LONE STAR LITERARY LIFE: You grew up in Fort Worth. You know, I’ve noticed a lot of Texas authors start life there. What was growing up in Fort Worth like? What makes it such fertile ground for authors? How did growing up there influence your writing?

 

SANDRA BROWN: Despite the fact that Fort Worth is a progressive city with its eye on the future, it somehow retains that “cowtown” feel of the past that attracts tourists . . . and inspires writers of both fiction and non. Legendary people have either sprung from this Texas city or spent time here. I grew up thinking that every place had its “characters.” What I didn’t learn until I traveled further afield was that Fort Worth (and, indeed, all of Texas) has the superlatives — biggest, strongest, meanest, wealthiest, weirdest, bravest, and so forth. What a rich heritage from which to draw stories and characters, such as Texas Ranger Crawford Hunt in Friction.

 

 

I remember seeing you on "PM Magazine" on WFAA out of Dallas when we were both a bit younger, and I read that you wrote your first book on a dare from your husband. What was it that kept you writing?

 

Getting fired from PM Magazine was the best thing that ever happened to me! Although it didn’t seem so at the time. I was despondent and, at the ripe old age of twenty-eight, was wondering what I was going to with the rest of my life. My husband, Michael, reminded me that I’d always loved books, and had repeatedly said that I wanted to write. “You have time and opportunity now. Are you going to keep talking about it, or actually do it?” Faced with that challenge, I went to work. From day one I approached it as a job. There was no question of my keeping at it. I loved it. Whether or not I could profit from it, I didn’t know. But the day I set up shop on a card table in the spare room, all the lights came on, and I knew this was what I was destined to do.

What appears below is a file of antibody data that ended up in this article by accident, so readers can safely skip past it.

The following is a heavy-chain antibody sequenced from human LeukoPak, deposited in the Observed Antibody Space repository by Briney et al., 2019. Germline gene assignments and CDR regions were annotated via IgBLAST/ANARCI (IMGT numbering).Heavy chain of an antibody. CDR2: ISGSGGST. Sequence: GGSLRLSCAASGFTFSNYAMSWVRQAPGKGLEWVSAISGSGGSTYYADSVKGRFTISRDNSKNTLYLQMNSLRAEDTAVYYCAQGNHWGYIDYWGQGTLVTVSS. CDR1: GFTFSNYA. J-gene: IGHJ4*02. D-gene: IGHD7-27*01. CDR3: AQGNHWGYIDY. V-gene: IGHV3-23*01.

Who gave you your first big break as a writer, and how long did it take you to “get discovered?”

 

I’d been writing for a little over a year when I attended a writers’ conference at the University of Houston. I went, feeling that I didn’t belong. I wasn’t officially a writer because I hadn’t published. At the conference I met Mary Lynn Baxter, who owned an indie bookstore in Lufkin. She did such a brisk trade, she’d become acquainted with publishing house editors who respected her opinion. She told me to finish what I was working on and send it to her, that she would give my work an honest assessment. I did so. Within a few days, Ms. Baxter called and told me that Bantam Doubleday Dell was about to launch a line of romances, and that my book was perfect for it. “Send it today,” she said, and gave me the editor’s name. The editor called a few days later and told me she wanted to buy Love’s Encore, then asked if I had anything else she could see. In the meantime, I had finished another manuscript. I sent it; she bought Love Beyond Reason thirteen days later.

 

 

How did you balance raising a family and writing books? Your son, Ryan, an actor, has followed in your footsteps by being an author as well. Do you ever envision an opportunity where the two of you might collaborate on a book?

 

I balanced writing and family life the way any working woman is called upon do to. It was like a holiday when both children got into elementary school and I had the whole day to write. I wrote on notepads at soccer games and while waiting for ballet class to end. I’ll always be grateful to Michael, who pitched in a lot! Without his full and unflagging support, it would have been so much more difficult. Ryan has moved into photography, but we’ve talked about projects we’d like to do together. One of these days perhaps . . .